Reconstructing Southern Cooking

Living in California, most of us have some familiarity with the foods of Asia--Chinese, Japanese, Thai. We know Mexican cooking fairly well and we know the trendy cuisines of the West and Northwest. Many of us have even taken a second look at the foods of our childhood--mashed potatoes, hashes, the stews of the Midwest. But there is a whole area of American cooking that is often overlooked: Southern home cooking.

Edna Lewis, famous as a chef and author of many cookbooks, says people think of Southern food as being heavy and greasy, forgetting that every region in America has far too many examples of greasy, heavy food made by uncaring cooks. Her mission is to correct this image.

Last year Lewis and a talented young Southern chef named Scott Peacock held the first symposium dedicated to preserving old Southern recipes, in Charleston, S.C. She and Peacock have stimulated a great deal of interest in their cause; they have ambitious plans that involve teaching, writing and traveling. Peacock also plans to open a restaurant in Atlanta that serves only Southern classics.

Most of the classic Southern dishes came from the creativity of American slaves. Their inventiveness has given us many timeless recipes. At the second Southern symposium, held last month, we spent two days discussing and eating food that would convince any doubter that old Southern recipes must be saved.


During the symposium Lewis and Peacock prepared a dazzling hunt breakfast. Long white-cloth-covered tables held tiered stands with benne (sesame seed) biscuits and buttered biscuits. Jellies and condiments surrounded the main dishes: water-ground grits with shrimp paste; poached eggs on country ham; sausage and fried apples; oyster stew; catfish stew; pan-fried quail with grapes; yams with lemon; Southern greens; baked tomatoes; fruit fritters; lacy batter cakes and ambrosia. Every dish was exemplary, cooked with flavor and finesse.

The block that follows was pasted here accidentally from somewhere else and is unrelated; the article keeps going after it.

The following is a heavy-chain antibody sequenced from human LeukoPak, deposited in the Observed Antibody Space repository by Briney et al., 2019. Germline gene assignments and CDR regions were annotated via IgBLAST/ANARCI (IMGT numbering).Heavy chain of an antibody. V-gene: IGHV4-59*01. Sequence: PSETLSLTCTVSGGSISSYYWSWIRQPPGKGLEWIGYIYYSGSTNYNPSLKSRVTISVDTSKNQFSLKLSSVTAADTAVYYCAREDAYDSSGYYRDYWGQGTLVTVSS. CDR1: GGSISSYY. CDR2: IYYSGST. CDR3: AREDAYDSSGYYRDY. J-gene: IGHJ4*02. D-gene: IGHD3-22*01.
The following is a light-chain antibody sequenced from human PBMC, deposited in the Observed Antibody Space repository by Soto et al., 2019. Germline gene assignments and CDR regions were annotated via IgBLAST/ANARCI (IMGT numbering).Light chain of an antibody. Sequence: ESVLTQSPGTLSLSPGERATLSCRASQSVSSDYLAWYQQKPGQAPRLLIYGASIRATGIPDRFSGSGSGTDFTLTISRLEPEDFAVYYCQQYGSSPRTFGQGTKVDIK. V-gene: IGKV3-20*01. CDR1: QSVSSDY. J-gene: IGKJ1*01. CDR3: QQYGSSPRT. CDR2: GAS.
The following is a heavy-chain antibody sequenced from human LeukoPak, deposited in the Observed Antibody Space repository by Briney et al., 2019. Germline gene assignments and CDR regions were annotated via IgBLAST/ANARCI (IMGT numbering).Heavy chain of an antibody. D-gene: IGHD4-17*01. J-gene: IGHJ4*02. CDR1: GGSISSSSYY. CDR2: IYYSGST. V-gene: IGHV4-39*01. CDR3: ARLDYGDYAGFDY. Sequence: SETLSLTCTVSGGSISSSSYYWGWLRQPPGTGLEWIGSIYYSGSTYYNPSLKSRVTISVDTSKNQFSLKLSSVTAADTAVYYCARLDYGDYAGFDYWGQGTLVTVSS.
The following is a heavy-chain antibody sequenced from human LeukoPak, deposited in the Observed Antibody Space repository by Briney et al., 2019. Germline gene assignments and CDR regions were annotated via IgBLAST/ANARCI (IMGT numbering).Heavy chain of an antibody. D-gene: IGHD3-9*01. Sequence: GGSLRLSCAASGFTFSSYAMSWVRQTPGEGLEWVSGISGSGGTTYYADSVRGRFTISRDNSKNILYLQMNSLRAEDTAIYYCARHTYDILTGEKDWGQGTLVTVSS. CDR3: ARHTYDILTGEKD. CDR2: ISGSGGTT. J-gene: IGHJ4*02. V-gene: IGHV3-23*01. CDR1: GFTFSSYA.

I sat next to two Southern gentlemen who spent the meal arguing over the correct way to cook yams and sweet potatoes. One insisted that slow baking in the skin was the only way, as it developed concentrated sugar. The other argued that faster baking was better; to his mind slicing the yams and serving them with honey, butter and a splash of Jack Daniels bourbon was perfection. They both agreed that everything Lewis cooked was quite perfect; they called it “St. Edna’s food.”

Whipped Cornmeal With Okra is a fine example of simplicity without sacrifice to flavor.

WHIPPED CORNMEAL WITH OKRA 2 cups water 6 pods fresh okra 1 cup white cornmeal 1/2 teaspoon salt 1/2 cup butter, cut into pieces Salt, pepper


Combine water and okra in 3-quart saucepan, bring water to gentle boil and cook 10 minutes. Remove okra with slotted spoon and set aside. Raise heat until water comes to brisk boil and add cornmeal in thin, steady stream, stirring constantly to prevent lumping.

Add salt and okra and cook about 10 minutes more. Remove from heat and add butter 1 piece at time, stirring after each addition until all butter is incorporated. Keep stirring until okra has practically disappeared and cornmeal is light. Season to taste with salt and pepper. Serve hot. Makes 4 servings.

Each serving contains about: 336 calories; 605 mg sodium; 62 mg cholesterol; 24 grams fat; 28 grams carbohydrates; 4 grams protein; 0.38 grams fiber.

Edna Lewis says of this Tyler Pie: “The women of Freetown each praised the perfection of their Tyler pies. It was served throughout the year along with seasonal pies. This recipe has been around for a hundred years, and I suspect it is pretty close to the original.”

TYLER PIE 4 eggs 2 cups sugar 1 teaspoon flour 1/2 teaspoon salt 1 cup butter, softened 1 teaspoon vanilla 1 teaspoon lemon extract 2 cups milk 2 (8-inch) unbaked pie shells

In bowl beat eggs well. Mix sugar with flour and salt and add to eggs. Add butter, vanilla and lemon extract to egg mixture. Stir well, then pour in milk and combine. Pour mixture into pie shells. Bake at 350 degrees about 30 to 35 minutes, until set and golden. Makes 16 servings.

Each serving contains about: 366 calories; 296 mg sodium; 86 mg cholesterol; 22 grams fat; 39 grams carbohydrates; 4 grams protein; 0.05 grams fiber.